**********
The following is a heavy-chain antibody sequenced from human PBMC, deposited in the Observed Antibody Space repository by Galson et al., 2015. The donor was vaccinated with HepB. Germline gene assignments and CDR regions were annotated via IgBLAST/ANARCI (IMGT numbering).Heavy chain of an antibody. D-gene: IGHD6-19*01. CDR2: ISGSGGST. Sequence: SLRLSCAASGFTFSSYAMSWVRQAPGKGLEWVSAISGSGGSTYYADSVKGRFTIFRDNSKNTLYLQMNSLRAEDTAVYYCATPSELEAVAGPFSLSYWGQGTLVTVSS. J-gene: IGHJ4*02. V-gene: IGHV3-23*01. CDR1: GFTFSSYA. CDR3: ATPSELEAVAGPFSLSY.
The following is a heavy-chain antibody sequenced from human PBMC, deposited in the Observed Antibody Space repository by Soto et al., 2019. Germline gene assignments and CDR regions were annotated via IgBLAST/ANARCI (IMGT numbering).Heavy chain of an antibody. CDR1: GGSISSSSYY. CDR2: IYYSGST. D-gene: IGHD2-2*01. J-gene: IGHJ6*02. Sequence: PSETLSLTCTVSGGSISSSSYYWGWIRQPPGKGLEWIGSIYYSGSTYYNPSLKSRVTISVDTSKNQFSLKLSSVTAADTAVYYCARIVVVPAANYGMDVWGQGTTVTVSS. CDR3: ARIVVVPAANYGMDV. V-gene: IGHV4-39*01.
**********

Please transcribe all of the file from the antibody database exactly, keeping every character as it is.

The following is a heavy-chain antibody sequenced from human PBMC, deposited in the Observed Antibody Space repository by Galson et al., 2015. The donor was vaccinated with HepB. Germline gene assignments and CDR regions were annotated via IgBLAST/ANARCI (IMGT numbering).Heavy chain of an antibody. D-gene: IGHD6-19*01. CDR2: ISGSGGST. Sequence: SLRLSCAASGFTFSSYAMSWVRQAPGKGLEWVSAISGSGGSTYYADSVKGRFTIFRDNSKNTLYLQMNSLRAEDTAVYYCATPSELEAVAGPFSLSYWGQGTLVTVSS. J-gene: IGHJ4*02. V-gene: IGHV3-23*01. CDR1: GFTFSSYA. CDR3: ATPSELEAVAGPFSLSY.
The following is a heavy-chain antibody sequenced from human PBMC, deposited in the Observed Antibody Space repository by Soto et al., 2019. Germline gene assignments and CDR regions were annotated via IgBLAST/ANARCI (IMGT numbering).Heavy chain of an antibody. CDR1: GGSISSSSYY. CDR2: IYYSGST. D-gene: IGHD2-2*01. J-gene: IGHJ6*02. Sequence: PSETLSLTCTVSGGSISSSSYYWGWIRQPPGKGLEWIGSIYYSGSTYYNPSLKSRVTISVDTSKNQFSLKLSSVTAADTAVYYCARIVVVPAANYGMDVWGQGTTVTVSS. CDR3: ARIVVVPAANYGMDV. V-gene: IGHV4-39*01.